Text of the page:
In Memoriam

Remembering Ambika Rajendram
Director and Head of Conduct, The Law Society of Singapore

Ambika was my Legal Assistant for around 15 years. She joined me shortly after being called to the Bar. I cannot recall a single day that I had to supervise her work throughout the course of her working with me. She was a natural, gifted lawyer and above all she was a very kind and gentle soul. She was the objective voice of the firm, even-tempered and had an uncanny ability to be able to point out the positives even in an adverse situation. Her one precious commodity was her persona and especially her smile. As her husband, Param stated in his eulogy “even when she fought the disease that afflicted her, the smile never went away”. Through her smile we had an insight into her kind soul and being. 
During the initial years, as a small firm we faced many challenges and Ambika never shied away from difficult work. What stands out in my mind to this day was how Ambika managed to persuade the duty High Court Judge to grant an Interim Injunction to restrain a funeral from taking place. A young newly married bride from Indonesia had committed suicide by plunging 10 floors from her flat. Her extremely poor parents could not fly to Singapore for her funeral. The husband refused to delay the cremation. The only chance we had was to seek an injunction order to restrain the cremation from taking place at Mount Vernon. Ambika offered to go down to see the duty Judge who was reluctant to grant the Order, but she managed to persuade him. Only she could have done this. The Order was served on the crematorium. Her parents made it the next day and were eternally grateful to Ambika. They said that Ambika was god-sent. This was never in doubt. 
Ambika acted pro bono way before the concept caught on. One particular client for whom she acted pro bono had his case dragged on for years. He was a milkman with his own cows and lamented that the government had taken over his cow sheds and land. He would come and see her after working on his cows and tending to his land and was unaware of his attire and stench. Ambika would not care. She embraced him and finally got him the compensation that he deserved. 
Ambika endeared herself to whoever she dealt with, whether they were the staff in the office or the clients. It became apparent to me that she was the first person that they sought out for almost everything save for the menial job I had to do by appearing in Court. 
Two weeks before her sad demise, we had a Bajwa & Co reunion which Ambika attended. She was her usual self, laughing, smiling and recalling the many moments we all shared and you would never have guessed she was fighting a serious illness.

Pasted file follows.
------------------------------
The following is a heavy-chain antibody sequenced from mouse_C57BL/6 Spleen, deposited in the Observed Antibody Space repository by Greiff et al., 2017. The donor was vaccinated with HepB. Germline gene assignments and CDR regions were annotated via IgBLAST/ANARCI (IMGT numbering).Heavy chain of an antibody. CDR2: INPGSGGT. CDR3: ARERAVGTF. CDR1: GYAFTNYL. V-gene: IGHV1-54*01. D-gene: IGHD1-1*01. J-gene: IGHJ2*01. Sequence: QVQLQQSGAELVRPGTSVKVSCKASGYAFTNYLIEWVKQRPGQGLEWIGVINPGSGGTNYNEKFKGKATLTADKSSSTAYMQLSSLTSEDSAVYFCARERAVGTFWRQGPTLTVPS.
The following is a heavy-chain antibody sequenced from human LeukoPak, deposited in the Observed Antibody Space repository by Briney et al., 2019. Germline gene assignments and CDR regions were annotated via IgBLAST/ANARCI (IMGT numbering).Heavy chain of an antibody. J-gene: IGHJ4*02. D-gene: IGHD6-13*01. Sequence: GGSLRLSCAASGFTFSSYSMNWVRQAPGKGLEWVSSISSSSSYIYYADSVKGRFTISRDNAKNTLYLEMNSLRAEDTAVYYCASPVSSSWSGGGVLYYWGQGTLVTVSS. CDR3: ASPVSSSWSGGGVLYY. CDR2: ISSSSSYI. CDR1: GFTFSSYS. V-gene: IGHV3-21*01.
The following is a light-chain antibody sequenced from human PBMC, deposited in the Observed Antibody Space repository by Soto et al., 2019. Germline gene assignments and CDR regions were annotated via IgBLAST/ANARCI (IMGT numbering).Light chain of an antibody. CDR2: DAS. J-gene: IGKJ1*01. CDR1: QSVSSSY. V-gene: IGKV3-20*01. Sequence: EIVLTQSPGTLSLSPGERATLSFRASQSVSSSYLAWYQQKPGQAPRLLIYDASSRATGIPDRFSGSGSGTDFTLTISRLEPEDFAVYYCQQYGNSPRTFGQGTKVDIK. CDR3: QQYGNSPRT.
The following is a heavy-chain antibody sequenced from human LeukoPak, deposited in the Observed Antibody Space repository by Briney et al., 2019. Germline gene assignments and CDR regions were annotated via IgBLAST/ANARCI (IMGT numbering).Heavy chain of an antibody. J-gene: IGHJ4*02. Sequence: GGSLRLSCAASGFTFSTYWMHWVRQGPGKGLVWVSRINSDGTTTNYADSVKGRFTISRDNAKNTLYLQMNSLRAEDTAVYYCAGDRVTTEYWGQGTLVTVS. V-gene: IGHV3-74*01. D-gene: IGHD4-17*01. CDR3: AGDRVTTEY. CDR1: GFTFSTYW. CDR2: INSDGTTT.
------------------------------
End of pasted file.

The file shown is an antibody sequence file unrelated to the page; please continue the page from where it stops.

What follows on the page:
Perhaps the Law Society provided her with the most apt job as director of professional conduct. As her sons Indran and Selvan put it in their tribute to her, “she often had to walk the tightrope of meeting stringent organisational standards and yet having to care for concerned parties in the best possible way.”
A lawyer I acted for in disciplinary proceedings testified that Ambika had deliberately held back unfavourable news as she knew it was his birthday and only told him so later so as not to spoil his birthday. Such was her “conduct” as director of professional conduct. She made sure that the complainants had their say and at the same time she made sure that she had time for the affected lawyers. There was many a lawyer whose immediate reaction upon receiving a letter of complaint was to call Ambika as they knew she would counsel them. She did her duty fairly to both sides.

Ambika (far back, right) at Bajwa & Co reunion lunch
At the eulogy, her husband said that Ambika always remembered that I had told her that being a good lawyer is not good enough as one has to be a good human being too. I hardly remembered saying that to her. However, she remembered those words and lived by them. She was both a very good lawyer and a very good human being till the end. 
We will miss her. 
R.S. Bajwa 
Bajwa & Co

Ambika (left) at Vi Ming's office

Ambika was a truly unique, exceptional and extraordinary friend.
I count it as one of the great privileges of my career to have worked with Ambika for many years. The professional interaction first presented in the administration of the Law Society Professional Indemnity Scheme, both during the time she was a member of the Broker’s team and then in the last seven years or so, when she was the Secretariat representative to the PI Committee; and then as Director of the Conduct Department of the Law Society. She was excellent in both roles, an ever reliable source of institutional information and the ever present voice of reason in the discharge of her duties.